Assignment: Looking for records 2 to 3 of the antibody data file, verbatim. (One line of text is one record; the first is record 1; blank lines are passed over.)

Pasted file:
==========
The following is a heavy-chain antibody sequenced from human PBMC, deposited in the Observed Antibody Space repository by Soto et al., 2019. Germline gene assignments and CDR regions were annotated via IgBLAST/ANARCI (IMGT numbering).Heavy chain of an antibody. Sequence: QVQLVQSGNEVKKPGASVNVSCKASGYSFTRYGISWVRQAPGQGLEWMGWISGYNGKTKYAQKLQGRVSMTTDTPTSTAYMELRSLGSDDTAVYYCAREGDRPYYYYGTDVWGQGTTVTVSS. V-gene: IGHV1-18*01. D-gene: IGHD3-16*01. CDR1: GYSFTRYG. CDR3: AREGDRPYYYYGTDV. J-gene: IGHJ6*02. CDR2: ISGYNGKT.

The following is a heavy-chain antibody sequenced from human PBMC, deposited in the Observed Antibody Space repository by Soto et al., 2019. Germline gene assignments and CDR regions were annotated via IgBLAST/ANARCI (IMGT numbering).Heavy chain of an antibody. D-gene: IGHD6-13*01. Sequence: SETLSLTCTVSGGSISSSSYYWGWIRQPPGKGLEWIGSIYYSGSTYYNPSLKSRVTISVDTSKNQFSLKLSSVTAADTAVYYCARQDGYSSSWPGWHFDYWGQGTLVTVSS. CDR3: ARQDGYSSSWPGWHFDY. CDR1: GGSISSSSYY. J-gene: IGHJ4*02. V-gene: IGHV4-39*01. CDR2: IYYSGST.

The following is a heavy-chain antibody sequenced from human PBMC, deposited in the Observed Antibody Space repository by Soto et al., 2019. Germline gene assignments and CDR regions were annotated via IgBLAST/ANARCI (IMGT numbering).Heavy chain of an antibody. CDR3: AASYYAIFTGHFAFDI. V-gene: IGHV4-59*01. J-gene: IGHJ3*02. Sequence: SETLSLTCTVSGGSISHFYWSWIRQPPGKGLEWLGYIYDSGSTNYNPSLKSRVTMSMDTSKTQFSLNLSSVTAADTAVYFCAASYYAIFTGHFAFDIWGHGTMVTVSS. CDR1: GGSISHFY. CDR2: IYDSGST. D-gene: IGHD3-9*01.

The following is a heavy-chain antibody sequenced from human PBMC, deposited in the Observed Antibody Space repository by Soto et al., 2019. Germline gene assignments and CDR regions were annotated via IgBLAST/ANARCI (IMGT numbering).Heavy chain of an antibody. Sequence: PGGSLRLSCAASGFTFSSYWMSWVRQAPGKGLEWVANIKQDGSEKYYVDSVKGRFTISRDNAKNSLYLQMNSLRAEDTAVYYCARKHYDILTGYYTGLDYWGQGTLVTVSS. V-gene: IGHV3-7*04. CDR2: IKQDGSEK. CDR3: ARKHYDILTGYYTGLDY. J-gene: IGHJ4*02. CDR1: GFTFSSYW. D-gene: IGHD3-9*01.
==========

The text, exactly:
The following is a heavy-chain antibody sequenced from human PBMC, deposited in the Observed Antibody Space repository by Soto et al., 2019. Germline gene assignments and CDR regions were annotated via IgBLAST/ANARCI (IMGT numbering).Heavy chain of an antibody. D-gene: IGHD6-13*01. Sequence: SETLSLTCTVSGGSISSSSYYWGWIRQPPGKGLEWIGSIYYSGSTYYNPSLKSRVTISVDTSKNQFSLKLSSVTAADTAVYYCARQDGYSSSWPGWHFDYWGQGTLVTVSS. CDR3: ARQDGYSSSWPGWHFDY. CDR1: GGSISSSSYY. J-gene: IGHJ4*02. V-gene: IGHV4-39*01. CDR2: IYYSGST.

The following is a heavy-chain antibody sequenced from human PBMC, deposited in the Observed Antibody Space repository by Soto et al., 2019. Germline gene assignments and CDR regions were annotated via IgBLAST/ANARCI (IMGT numbering).Heavy chain of an antibody. CDR3: AASYYAIFTGHFAFDI. V-gene: IGHV4-59*01. J-gene: IGHJ3*02. Sequence: SETLSLTCTVSGGSISHFYWSWIRQPPGKGLEWLGYIYDSGSTNYNPSLKSRVTMSMDTSKTQFSLNLSSVTAADTAVYFCAASYYAIFTGHFAFDIWGHGTMVTVSS. CDR1: GGSISHFY. CDR2: IYDSGST. D-gene: IGHD3-9*01.